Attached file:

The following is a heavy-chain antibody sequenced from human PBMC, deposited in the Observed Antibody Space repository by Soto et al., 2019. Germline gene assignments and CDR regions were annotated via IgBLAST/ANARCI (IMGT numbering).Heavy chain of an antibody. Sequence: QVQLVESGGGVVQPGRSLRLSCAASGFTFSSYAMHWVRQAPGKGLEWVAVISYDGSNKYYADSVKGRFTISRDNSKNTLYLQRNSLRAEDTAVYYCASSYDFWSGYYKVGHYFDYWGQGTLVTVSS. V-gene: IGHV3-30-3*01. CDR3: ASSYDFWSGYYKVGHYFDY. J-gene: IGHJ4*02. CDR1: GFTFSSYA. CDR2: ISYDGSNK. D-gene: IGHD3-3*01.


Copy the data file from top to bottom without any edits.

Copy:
The following is a heavy-chain antibody sequenced from human PBMC, deposited in the Observed Antibody Space repository by Soto et al., 2019. Germline gene assignments and CDR regions were annotated via IgBLAST/ANARCI (IMGT numbering).Heavy chain of an antibody. Sequence: QVQLVESGGGVVQPGRSLRLSCAASGFTFSSYAMHWVRQAPGKGLEWVAVISYDGSNKYYADSVKGRFTISRDNSKNTLYLQRNSLRAEDTAVYYCASSYDFWSGYYKVGHYFDYWGQGTLVTVSS. V-gene: IGHV3-30-3*01. CDR3: ASSYDFWSGYYKVGHYFDY. J-gene: IGHJ4*02. CDR1: GFTFSSYA. CDR2: ISYDGSNK. D-gene: IGHD3-3*01.